The first John Wick film skews more toward Americana than the subsequent movies; while the chief villains may be Russian, they have a sleaziness about them which only allows Stahelski to hint at the deeper mythology lurking beneath the world Wick inhabits, and while it certainly lays necessary foundations for Chapter 2 and establishes the character successfully, it is only Chapter 2 when Stahelski turns John Wick into a truly iconic 21st century action anti-hero. Festooned with stunning visuals and exemplary action choreography which feels more like a violent ballet than a shoot-em-up, Chapter 2 expands the scale and brings death, throwing obstacle after obstacle in Wick’s way before leaving a tantalising cliffhanger on the bubble which suggested Chapter 3, subtitled Parabellum, would be an intense, thrilling experience.

While that *is* the case, John Wick: Chapter 3 is also somewhat less revelatory, and an emptier experience than the film that preceded it.

In the Line of Fire (1993)

In the Line of Fire feels increasingly like a cultural artefact in this day and age. Though in some ways rooted in the 1990’s, in an era divested of the Cold War but away from a future of terrorist uncertainty, there is a political timelessness about Wolfgang Petersen’s movie. It feels at though it exists between two worlds. Barring one exception, this was the last film starring Clint Eastwood in the title role that he didn’t direct and you perhaps feel at times Eastwood wants to jump out of In the Line of Fire and establish his own political sentiments on Jeff Maguire’s script and Petersen’s effective, if at times pedestrian direction.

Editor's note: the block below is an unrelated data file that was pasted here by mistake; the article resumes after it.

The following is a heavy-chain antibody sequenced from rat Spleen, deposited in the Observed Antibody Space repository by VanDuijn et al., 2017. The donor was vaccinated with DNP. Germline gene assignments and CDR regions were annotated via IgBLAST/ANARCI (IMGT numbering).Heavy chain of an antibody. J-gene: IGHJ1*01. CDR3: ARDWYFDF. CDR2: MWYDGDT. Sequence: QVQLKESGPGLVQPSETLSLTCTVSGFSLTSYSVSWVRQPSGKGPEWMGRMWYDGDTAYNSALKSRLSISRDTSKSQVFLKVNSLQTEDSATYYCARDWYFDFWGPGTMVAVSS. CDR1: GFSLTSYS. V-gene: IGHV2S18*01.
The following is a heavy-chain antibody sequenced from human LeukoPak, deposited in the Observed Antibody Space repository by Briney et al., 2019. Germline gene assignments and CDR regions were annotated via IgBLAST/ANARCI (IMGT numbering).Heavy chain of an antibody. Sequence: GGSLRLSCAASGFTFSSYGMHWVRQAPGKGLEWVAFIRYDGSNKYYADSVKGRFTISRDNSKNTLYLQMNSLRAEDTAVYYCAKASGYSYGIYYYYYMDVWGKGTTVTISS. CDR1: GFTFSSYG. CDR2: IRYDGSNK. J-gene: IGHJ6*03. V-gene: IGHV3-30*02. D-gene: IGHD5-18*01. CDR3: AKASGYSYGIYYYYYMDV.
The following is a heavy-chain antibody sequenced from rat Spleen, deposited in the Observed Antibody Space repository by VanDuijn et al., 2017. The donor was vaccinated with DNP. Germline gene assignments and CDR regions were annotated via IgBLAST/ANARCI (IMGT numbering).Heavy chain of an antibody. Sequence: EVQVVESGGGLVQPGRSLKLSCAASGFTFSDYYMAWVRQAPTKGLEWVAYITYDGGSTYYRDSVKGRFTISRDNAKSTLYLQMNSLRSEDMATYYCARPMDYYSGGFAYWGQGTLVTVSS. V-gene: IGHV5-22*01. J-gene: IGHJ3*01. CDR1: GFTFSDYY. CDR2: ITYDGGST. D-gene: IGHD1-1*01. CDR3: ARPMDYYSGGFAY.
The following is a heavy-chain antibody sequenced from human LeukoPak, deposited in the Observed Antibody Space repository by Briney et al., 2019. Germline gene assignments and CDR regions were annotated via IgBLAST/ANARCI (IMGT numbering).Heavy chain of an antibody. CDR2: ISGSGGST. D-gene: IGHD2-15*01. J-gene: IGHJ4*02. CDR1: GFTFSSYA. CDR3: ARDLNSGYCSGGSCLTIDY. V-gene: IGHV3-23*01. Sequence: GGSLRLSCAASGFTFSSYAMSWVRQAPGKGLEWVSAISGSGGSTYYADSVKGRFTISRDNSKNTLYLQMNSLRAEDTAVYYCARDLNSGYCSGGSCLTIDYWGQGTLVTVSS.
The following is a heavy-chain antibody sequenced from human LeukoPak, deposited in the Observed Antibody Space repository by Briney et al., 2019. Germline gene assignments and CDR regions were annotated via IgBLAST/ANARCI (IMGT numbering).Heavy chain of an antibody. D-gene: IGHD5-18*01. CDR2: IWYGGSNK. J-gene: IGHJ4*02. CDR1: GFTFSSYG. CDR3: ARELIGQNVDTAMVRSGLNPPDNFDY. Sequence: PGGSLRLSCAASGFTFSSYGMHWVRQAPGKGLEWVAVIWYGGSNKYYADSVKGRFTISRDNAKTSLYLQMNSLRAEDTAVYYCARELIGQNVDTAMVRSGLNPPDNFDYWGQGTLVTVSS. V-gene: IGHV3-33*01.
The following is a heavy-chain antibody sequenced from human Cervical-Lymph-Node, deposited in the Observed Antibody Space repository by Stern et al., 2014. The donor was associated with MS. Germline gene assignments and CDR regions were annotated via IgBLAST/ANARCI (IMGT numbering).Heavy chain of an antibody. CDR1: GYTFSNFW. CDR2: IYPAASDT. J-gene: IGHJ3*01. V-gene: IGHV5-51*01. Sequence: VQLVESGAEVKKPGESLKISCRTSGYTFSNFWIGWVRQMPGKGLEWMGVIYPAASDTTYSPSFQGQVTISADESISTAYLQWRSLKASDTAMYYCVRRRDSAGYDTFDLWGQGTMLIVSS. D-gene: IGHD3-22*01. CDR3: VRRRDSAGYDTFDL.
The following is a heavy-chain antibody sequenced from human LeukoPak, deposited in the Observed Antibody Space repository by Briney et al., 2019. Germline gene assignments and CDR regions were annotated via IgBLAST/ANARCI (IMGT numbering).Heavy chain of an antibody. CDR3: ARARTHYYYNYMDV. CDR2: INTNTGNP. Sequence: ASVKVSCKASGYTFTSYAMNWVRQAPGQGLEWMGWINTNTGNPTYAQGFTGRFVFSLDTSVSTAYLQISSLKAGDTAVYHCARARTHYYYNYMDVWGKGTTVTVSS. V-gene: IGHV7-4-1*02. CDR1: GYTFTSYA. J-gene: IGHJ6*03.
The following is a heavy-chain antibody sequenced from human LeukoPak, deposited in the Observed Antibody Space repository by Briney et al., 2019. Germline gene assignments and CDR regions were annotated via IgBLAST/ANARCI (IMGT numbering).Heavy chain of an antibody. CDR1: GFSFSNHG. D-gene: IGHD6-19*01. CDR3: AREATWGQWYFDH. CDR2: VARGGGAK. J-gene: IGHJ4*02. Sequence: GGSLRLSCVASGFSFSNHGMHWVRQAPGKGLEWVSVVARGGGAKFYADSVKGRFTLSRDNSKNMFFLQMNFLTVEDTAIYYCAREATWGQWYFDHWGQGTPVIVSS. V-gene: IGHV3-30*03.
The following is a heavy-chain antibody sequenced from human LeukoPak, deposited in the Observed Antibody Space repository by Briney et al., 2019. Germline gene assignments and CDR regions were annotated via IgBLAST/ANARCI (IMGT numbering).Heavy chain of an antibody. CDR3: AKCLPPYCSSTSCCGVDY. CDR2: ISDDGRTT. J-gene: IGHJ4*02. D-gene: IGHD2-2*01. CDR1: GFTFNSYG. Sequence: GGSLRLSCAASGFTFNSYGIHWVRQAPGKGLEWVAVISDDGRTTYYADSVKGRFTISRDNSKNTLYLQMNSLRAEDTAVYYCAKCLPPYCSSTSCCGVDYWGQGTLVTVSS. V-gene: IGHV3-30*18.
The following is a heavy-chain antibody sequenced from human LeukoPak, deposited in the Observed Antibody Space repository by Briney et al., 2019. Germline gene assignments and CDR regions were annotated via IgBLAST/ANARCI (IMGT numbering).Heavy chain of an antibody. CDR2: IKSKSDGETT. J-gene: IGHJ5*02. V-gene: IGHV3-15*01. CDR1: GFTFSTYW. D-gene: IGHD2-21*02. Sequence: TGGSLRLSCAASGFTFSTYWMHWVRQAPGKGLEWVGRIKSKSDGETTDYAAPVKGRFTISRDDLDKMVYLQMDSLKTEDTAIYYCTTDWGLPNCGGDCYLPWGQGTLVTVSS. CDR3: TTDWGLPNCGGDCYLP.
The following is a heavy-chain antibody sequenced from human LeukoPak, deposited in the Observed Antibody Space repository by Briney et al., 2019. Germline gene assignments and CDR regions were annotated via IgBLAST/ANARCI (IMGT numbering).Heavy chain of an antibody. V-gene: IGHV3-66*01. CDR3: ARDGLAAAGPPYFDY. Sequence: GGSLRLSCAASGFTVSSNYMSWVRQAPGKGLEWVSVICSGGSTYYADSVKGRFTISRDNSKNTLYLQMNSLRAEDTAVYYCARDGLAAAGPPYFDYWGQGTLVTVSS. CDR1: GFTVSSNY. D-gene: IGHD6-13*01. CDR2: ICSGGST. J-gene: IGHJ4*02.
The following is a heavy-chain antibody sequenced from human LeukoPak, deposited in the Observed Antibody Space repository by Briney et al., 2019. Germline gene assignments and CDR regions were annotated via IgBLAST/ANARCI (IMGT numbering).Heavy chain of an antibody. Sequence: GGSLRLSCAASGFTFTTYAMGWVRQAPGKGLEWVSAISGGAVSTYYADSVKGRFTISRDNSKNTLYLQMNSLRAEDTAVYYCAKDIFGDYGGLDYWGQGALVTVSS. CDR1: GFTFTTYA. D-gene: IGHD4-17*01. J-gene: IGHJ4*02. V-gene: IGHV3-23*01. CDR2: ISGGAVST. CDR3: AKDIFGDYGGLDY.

Eastwood has at times asserted his fairly right-wing political leanings on his filmmaking, most notably in American Sniper, but In the Line of Fire remains essentially neutral in terms of political discourse. The President under threat is never even characterised, beyond the traditional American image of a white, middle-aged man. He could be Reagan. He could be Carter. He could even be Clinton, who was in office at the time. Petersen’s film isn’t concerned with the man Eastwood’s ageing Secret Service agent Frank Horrigan is determined to protect, simply about what protecting a President means.

The film is concerned primarily with age in terms of Frank and indeed America itself. The shadow of John F. Kennedy’s assassination hovers over the picture, given how Frank is, as he modestly describes himself at one point to René Russo’s junior agent, a “living legend”; the only remaining serving agent who was in Dealey Plaza on the day of the President’s assassination in November 1963. Thirty years after the most powerful event in modern American history, In the Line of Fire focuses on a character who has never been able to escape it. Frank, in many respects, is analogous to America as an entity.